Ultimate Family Bunkhouse
The 2014 EverGreen RV Sun Valley 300BHSL encompasses three very distinct living zones, one expressly designed for the kids
Promoting a travel trailer as a “half-ton-towable” has meant different things at different times. For years, though, it generally translated into having an RV short on everything from length to creature comforts, both of which add weight. But if the recent recession taught RV manufacturers anything, it was “how to do more with less” — and as the travel trailer market has evolved, builders re-educated themselves and began employing more advanced construction techniques to provide a new wave of lighter-weight towables without sacrificing amenities.
Granted, automakers have also contributed handsomely to the resurgence of towable RVs by dramatically increasing towing capacities of their popular light-duty trucks — but you don’t really need a half-ton truck with the ability to pull 11,000 pounds when you can buy a 38-foot travel trailer like the EverGreen RV Sun Valley S300BHSL that hits the scales dry at about 7,600 pounds.
And that’s with all the bells and whistles, including an outdoor kitchen.
“We use what we call ‘DuraLite’ construction,” noted Doug Lantz, Evergreen’s vice president of sales and marketing. “It’s a six-sided, double-welded aluminum frame. Not only is it stronger and more durable than wood framing — it eliminates flex and isn’t susceptible to rot — but it’s a lot lighter.”
In fact, Lantz estimates that by using aluminum framing and laminate construction — the roof, side walls, floor, and front and rear walls are all laminated — EverGreen is able to trim the Sun Valley’s weight by about 20 percent compared with typical stick-and-tin building methods. In a trailer of this size, that works out to about 1,500 pounds.
But while the weight saving is substantial, it’s not unexpected; in today’s market nearly every manufacturer is shedding pounds. What really distinguishes the Sun Valley S300BHSL is its floorplan, along with a couple of unique features intended to enhance its use. And, while we’re getting ahead of ourselves a bit, one that really stands out is a simple bracket mounted on the exterior, just aft of the centered entry door, to support the unit’s flat-panel LCD TV. The TV rides in a similar bracket in the main cabin and can be removed and repositioned outside, where there also are requisite hookups. Additionally, the full-size coat closet immediately inside the unit is a nice touch.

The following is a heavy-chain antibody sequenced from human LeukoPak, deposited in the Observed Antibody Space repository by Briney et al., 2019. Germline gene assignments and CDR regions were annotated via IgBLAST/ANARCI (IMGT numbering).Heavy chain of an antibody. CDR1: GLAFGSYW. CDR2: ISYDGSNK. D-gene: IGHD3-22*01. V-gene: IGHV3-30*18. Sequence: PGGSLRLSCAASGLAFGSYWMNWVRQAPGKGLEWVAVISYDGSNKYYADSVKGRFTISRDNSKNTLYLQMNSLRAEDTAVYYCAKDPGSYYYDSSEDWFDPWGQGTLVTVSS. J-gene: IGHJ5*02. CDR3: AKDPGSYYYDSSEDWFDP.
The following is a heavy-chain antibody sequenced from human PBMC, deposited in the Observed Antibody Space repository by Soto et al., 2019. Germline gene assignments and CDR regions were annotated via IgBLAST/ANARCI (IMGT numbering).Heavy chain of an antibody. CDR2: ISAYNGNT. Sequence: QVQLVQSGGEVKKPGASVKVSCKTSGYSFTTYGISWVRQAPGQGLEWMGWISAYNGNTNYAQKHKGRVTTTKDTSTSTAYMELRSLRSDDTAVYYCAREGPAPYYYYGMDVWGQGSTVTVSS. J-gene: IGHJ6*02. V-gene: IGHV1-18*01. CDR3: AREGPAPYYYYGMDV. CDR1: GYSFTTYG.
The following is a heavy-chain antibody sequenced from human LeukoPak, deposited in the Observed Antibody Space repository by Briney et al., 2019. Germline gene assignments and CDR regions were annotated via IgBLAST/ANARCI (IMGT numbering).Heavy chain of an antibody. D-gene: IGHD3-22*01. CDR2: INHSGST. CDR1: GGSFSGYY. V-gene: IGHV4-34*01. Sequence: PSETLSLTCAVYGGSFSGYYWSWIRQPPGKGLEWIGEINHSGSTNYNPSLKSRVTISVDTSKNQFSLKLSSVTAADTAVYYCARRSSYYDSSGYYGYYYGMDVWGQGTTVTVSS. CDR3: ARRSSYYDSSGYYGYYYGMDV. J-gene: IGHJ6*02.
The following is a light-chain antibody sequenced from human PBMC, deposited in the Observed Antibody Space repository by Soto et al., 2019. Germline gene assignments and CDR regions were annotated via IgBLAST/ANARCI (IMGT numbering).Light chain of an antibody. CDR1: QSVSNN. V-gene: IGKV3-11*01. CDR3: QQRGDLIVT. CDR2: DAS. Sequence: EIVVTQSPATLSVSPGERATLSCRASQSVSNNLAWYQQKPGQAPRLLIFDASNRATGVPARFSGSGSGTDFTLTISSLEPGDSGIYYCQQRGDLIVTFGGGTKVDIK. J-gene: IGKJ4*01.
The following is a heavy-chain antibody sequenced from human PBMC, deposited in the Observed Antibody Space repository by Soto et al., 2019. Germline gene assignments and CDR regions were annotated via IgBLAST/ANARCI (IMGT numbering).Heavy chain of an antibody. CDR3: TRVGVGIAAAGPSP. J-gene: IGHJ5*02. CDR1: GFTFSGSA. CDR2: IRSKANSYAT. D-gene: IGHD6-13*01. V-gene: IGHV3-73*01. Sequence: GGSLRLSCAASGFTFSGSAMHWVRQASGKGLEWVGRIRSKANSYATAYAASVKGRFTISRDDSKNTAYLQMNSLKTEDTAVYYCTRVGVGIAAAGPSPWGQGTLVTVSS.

Designed for large families, this bunkhouse model encompasses three very distinct living zones — and one is expressly designed for the kids. While the front of the trailer encompasses a fairly typical bedroom suite with walk-around queen bed (ostensibly, mom and dad’s sleeping quarters), the rear of the unit features side-wall-mounted bunkbeds separated by ample storage running across the rear wall. Both bunks are “upper” units: the curbside bunk is built atop yet more storage cavities, while sleeping arrangements streetside — contained in an 8-foot-wide slideout — are mounted above what EverGreen calls “gaming chairs” — oversized, floor-mounted seats that can fold out for additional sleeping positions; the bunk riding above them is hinged and pivots to allow for extra headroom. The counter area above the built-in dresser is pre-wired for an additional TV.
Built with an eye toward entertaining, the main cabin features an open floorplan with an island kitchen and oversize windows that add to the feeling of spaciousness. The curbside galley, fitted with a three-burner cooktop, 6-cubic-foot refrigerator, a microwave and plenty of cupboard space, rides in an 8-foot-wide slideout, while a 12-foot streetside slideout is home to the dinette and sofa, both of which can convert into additional sleep stations.
“Our slideouts are deeper than what you may find elsewhere, which adds to the livability of the unit,” Lantz pointed out. “They are 42 inches deep, rather than 36 inches, which increases usable floorspace when the trailer is set up at a campsite.” EverGreen also utilizes a four-point slideout system where all four corners of the unit extend and retract equally to reduce stress on the mechanicals.
The kitchen island is home to a sink with a single oversize bowl and gooseneck faucet to make cleanup of pots and pans easier, and the curved ends of the island also are hinged to provide yet more storage. There’s also an entertainment center, with a 26-inch LCD TV and AM/FM/DVD console incorporating an iPod charger, built into the common wall with the rear bedroom.
The side-aisle bathroom, meanwhile, is located curbside between the coat closet and forward bedroom and boasts a roomy neo-angle shower enclosure, toilet, vanity and cabinet. “Again, when you have children or are entertaining, you want the bath to be more private and off to the side,” Lantz noted. There’s also a second access door between the forward bedroom and bath.
Outside, the Sun Valley is dominated, naturally, by the curbside kitchen — replete with a refrigerator, a sink, storage space and a grill that affixes to a swing arm mounted to the rear bumper. What isn’t as noticeable at first blush is the completely finished and lighted forward pass-through storage compartment with slam-latch baggage doors or, in back next to the water hookups, the black tank flush.
“That’s something customers have asked for and is extremely popular,” said Lantz. “It helps to clean out the black tank when you’re flushing the tanks and helps maintain the integrity of the monitor panel.”
EverGreen also outfits the Sun Valley with power stabilizer jacks as standard equipment. There are, in fact, few options available on the $34,900 trailer, a short list that includes a power (rather than manual) awning, upgrading the 13,500-Btu A/C to 15,000-Btu, 32-inch LCD TV, hide-a-bed, 50-amp service and a power A-frame jack. You supply the family.